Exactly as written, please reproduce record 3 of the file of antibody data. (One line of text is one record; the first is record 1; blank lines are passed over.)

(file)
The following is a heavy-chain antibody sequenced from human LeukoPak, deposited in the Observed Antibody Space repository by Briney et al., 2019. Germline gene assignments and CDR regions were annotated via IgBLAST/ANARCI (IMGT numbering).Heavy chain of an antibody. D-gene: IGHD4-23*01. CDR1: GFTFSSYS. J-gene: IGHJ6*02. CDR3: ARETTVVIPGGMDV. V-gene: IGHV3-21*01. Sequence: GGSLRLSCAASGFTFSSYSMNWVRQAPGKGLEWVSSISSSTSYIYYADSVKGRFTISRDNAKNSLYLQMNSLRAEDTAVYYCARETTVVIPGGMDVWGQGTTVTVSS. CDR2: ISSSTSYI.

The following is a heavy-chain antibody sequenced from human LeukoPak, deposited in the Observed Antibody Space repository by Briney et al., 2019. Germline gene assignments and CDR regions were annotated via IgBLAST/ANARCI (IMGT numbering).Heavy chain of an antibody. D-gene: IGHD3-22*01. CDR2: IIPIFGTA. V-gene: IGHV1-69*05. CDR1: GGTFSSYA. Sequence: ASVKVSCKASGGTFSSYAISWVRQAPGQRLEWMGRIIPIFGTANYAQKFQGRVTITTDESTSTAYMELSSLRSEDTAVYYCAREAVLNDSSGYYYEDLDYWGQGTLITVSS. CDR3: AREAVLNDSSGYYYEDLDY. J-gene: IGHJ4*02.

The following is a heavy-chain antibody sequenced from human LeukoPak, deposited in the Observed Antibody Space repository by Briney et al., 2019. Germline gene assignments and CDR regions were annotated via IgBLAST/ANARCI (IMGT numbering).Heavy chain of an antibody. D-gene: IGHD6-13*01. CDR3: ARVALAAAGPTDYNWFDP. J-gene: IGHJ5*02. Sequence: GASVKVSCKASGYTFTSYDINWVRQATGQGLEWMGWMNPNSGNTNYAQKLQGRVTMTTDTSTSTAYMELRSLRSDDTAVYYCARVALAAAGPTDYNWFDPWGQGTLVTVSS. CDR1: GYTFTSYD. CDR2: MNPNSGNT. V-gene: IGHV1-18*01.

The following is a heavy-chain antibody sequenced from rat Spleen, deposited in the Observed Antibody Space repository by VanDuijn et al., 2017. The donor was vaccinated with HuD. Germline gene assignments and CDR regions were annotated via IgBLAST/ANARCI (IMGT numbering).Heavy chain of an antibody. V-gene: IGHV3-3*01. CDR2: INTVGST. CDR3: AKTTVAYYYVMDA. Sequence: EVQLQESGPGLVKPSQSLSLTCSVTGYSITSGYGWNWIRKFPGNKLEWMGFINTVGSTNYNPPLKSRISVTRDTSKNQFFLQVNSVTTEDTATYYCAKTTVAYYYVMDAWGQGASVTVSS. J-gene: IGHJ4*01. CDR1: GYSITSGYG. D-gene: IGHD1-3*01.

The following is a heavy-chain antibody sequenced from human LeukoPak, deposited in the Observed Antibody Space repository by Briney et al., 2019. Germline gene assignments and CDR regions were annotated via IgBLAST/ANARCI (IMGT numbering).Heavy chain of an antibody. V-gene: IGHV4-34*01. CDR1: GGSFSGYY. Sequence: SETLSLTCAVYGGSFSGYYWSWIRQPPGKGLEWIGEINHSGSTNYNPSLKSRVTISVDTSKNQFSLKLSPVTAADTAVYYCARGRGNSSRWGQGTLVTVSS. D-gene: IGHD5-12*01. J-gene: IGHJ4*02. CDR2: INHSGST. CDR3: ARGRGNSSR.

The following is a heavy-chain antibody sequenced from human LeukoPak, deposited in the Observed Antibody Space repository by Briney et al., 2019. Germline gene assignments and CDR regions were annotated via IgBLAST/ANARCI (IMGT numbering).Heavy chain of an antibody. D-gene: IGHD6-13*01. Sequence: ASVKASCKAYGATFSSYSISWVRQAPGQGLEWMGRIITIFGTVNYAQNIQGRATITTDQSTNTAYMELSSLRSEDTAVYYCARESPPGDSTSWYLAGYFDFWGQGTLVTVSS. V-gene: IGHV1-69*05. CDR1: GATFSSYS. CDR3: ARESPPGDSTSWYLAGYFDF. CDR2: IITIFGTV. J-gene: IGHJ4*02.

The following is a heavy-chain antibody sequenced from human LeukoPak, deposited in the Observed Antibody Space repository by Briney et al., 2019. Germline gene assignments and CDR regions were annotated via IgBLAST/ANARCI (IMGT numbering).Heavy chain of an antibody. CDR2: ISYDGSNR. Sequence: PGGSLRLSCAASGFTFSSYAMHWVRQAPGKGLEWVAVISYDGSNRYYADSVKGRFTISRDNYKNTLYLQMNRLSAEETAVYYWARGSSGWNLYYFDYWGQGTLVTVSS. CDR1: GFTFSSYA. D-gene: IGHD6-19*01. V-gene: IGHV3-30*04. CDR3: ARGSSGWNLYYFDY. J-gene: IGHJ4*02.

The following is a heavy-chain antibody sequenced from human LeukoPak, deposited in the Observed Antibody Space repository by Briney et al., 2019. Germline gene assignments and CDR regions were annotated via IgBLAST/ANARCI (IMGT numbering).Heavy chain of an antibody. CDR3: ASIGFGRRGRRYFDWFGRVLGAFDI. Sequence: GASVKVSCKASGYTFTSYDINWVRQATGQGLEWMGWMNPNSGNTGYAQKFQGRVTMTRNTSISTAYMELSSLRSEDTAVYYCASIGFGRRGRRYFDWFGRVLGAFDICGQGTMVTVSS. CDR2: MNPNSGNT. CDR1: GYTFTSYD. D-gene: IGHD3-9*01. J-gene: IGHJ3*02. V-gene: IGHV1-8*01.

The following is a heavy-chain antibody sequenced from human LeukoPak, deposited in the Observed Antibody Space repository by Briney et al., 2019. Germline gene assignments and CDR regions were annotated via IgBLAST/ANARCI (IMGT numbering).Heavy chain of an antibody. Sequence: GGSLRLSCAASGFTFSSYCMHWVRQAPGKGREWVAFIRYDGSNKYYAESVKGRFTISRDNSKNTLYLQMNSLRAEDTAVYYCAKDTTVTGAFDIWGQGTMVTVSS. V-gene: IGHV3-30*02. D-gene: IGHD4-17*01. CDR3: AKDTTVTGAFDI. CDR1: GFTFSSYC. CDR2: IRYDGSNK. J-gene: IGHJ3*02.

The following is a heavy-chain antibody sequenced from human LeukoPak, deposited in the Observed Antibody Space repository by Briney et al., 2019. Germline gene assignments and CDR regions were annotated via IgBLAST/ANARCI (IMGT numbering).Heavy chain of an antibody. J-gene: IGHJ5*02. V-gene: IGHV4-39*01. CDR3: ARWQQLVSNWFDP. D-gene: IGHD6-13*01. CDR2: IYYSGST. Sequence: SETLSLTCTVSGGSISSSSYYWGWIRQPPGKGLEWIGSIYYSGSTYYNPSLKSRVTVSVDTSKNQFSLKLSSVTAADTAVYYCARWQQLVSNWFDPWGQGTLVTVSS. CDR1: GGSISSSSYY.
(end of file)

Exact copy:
The following is a heavy-chain antibody sequenced from human LeukoPak, deposited in the Observed Antibody Space repository by Briney et al., 2019. Germline gene assignments and CDR regions were annotated via IgBLAST/ANARCI (IMGT numbering).Heavy chain of an antibody. D-gene: IGHD6-13*01. CDR3: ARVALAAAGPTDYNWFDP. J-gene: IGHJ5*02. Sequence: GASVKVSCKASGYTFTSYDINWVRQATGQGLEWMGWMNPNSGNTNYAQKLQGRVTMTTDTSTSTAYMELRSLRSDDTAVYYCARVALAAAGPTDYNWFDPWGQGTLVTVSS. CDR1: GYTFTSYD. CDR2: MNPNSGNT. V-gene: IGHV1-18*01.